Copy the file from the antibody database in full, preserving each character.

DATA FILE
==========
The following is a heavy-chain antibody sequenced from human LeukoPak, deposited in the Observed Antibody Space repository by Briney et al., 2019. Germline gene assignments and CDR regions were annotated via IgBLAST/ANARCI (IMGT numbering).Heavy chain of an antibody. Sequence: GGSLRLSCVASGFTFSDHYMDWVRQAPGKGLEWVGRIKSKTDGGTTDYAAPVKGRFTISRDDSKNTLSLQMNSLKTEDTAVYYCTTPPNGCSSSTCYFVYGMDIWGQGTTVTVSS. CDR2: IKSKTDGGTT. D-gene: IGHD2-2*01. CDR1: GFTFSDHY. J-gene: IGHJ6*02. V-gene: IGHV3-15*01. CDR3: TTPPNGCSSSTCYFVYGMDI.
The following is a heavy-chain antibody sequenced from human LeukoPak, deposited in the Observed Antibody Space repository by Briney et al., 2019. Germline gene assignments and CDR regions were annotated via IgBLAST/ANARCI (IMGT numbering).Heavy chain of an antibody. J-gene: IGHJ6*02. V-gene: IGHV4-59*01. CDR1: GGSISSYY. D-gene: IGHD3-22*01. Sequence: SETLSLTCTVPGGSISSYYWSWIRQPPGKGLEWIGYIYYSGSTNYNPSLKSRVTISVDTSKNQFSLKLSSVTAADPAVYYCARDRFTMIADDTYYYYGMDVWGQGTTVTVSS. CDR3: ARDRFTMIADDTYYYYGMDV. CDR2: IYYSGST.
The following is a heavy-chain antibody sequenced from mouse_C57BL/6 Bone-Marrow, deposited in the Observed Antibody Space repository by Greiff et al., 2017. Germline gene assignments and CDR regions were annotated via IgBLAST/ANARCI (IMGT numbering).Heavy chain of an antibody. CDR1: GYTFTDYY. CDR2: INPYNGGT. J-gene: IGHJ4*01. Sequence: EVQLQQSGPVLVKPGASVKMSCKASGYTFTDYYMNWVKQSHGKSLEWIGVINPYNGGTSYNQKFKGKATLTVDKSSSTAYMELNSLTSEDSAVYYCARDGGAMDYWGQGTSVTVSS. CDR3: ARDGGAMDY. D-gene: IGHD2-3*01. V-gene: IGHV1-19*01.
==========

The following is a heavy-chain antibody sequenced from human LeukoPak, deposited in the Observed Antibody Space repository by Briney et al., 2019. Germline gene assignments and CDR regions were annotated via IgBLAST/ANARCI (IMGT numbering).Heavy chain of an antibody. Sequence: GGSLRLSCVASGFTFSDHYMDWVRQAPGKGLEWVGRIKSKTDGGTTDYAAPVKGRFTISRDDSKNTLSLQMNSLKTEDTAVYYCTTPPNGCSSSTCYFVYGMDIWGQGTTVTVSS. CDR2: IKSKTDGGTT. D-gene: IGHD2-2*01. CDR1: GFTFSDHY. J-gene: IGHJ6*02. V-gene: IGHV3-15*01. CDR3: TTPPNGCSSSTCYFVYGMDI.
The following is a heavy-chain antibody sequenced from human LeukoPak, deposited in the Observed Antibody Space repository by Briney et al., 2019. Germline gene assignments and CDR regions were annotated via IgBLAST/ANARCI (IMGT numbering).Heavy chain of an antibody. J-gene: IGHJ6*02. V-gene: IGHV4-59*01. CDR1: GGSISSYY. D-gene: IGHD3-22*01. Sequence: SETLSLTCTVPGGSISSYYWSWIRQPPGKGLEWIGYIYYSGSTNYNPSLKSRVTISVDTSKNQFSLKLSSVTAADPAVYYCARDRFTMIADDTYYYYGMDVWGQGTTVTVSS. CDR3: ARDRFTMIADDTYYYYGMDV. CDR2: IYYSGST.
The following is a heavy-chain antibody sequenced from mouse_C57BL/6 Bone-Marrow, deposited in the Observed Antibody Space repository by Greiff et al., 2017. Germline gene assignments and CDR regions were annotated via IgBLAST/ANARCI (IMGT numbering).Heavy chain of an antibody. CDR1: GYTFTDYY. CDR2: INPYNGGT. J-gene: IGHJ4*01. Sequence: EVQLQQSGPVLVKPGASVKMSCKASGYTFTDYYMNWVKQSHGKSLEWIGVINPYNGGTSYNQKFKGKATLTVDKSSSTAYMELNSLTSEDSAVYYCARDGGAMDYWGQGTSVTVSS. CDR3: ARDGGAMDY. D-gene: IGHD2-3*01. V-gene: IGHV1-19*01.